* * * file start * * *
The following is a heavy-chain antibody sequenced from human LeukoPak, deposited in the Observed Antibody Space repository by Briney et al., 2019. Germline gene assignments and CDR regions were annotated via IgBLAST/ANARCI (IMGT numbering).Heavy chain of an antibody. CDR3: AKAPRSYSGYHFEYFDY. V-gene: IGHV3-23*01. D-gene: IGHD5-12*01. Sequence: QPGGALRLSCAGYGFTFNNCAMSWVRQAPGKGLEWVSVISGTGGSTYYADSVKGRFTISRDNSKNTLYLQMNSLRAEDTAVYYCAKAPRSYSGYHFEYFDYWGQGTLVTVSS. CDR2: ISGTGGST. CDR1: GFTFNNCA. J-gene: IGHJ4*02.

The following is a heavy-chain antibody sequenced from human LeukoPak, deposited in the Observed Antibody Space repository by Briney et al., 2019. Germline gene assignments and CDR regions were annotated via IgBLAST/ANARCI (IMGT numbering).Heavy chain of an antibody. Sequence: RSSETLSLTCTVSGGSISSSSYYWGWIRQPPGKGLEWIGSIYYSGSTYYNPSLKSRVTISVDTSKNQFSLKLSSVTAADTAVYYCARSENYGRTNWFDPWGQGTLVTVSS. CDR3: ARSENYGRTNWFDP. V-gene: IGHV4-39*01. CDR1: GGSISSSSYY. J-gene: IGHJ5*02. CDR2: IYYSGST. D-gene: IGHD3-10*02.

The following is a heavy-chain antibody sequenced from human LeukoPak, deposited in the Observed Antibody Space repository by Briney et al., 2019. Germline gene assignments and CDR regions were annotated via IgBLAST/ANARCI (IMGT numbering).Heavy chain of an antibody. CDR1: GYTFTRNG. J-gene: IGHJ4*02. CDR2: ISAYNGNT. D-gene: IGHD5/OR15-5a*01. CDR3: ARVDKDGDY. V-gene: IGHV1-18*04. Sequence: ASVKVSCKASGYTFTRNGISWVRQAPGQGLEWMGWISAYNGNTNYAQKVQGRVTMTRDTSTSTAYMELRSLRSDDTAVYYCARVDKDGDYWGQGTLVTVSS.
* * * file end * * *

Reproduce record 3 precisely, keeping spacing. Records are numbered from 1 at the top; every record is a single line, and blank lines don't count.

The following is a heavy-chain antibody sequenced from human LeukoPak, deposited in the Observed Antibody Space repository by Briney et al., 2019. Germline gene assignments and CDR regions were annotated via IgBLAST/ANARCI (IMGT numbering).Heavy chain of an antibody. CDR1: GYTFTRNG. J-gene: IGHJ4*02. CDR2: ISAYNGNT. D-gene: IGHD5/OR15-5a*01. CDR3: ARVDKDGDY. V-gene: IGHV1-18*04. Sequence: ASVKVSCKASGYTFTRNGISWVRQAPGQGLEWMGWISAYNGNTNYAQKVQGRVTMTRDTSTSTAYMELRSLRSDDTAVYYCARVDKDGDYWGQGTLVTVSS.